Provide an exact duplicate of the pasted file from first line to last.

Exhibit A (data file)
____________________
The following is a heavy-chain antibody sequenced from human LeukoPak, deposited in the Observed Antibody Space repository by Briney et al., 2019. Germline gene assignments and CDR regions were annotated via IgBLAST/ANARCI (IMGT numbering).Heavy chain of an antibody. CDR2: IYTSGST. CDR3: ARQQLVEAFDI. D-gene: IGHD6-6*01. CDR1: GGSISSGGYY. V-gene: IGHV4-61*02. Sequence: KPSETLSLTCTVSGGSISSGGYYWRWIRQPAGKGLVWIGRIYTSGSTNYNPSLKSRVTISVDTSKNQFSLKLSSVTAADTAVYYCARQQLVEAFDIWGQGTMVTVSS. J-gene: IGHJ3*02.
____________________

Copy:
The following is a heavy-chain antibody sequenced from human LeukoPak, deposited in the Observed Antibody Space repository by Briney et al., 2019. Germline gene assignments and CDR regions were annotated via IgBLAST/ANARCI (IMGT numbering).Heavy chain of an antibody. CDR2: IYTSGST. CDR3: ARQQLVEAFDI. D-gene: IGHD6-6*01. CDR1: GGSISSGGYY. V-gene: IGHV4-61*02. Sequence: KPSETLSLTCTVSGGSISSGGYYWRWIRQPAGKGLVWIGRIYTSGSTNYNPSLKSRVTISVDTSKNQFSLKLSSVTAADTAVYYCARQQLVEAFDIWGQGTMVTVSS. J-gene: IGHJ3*02.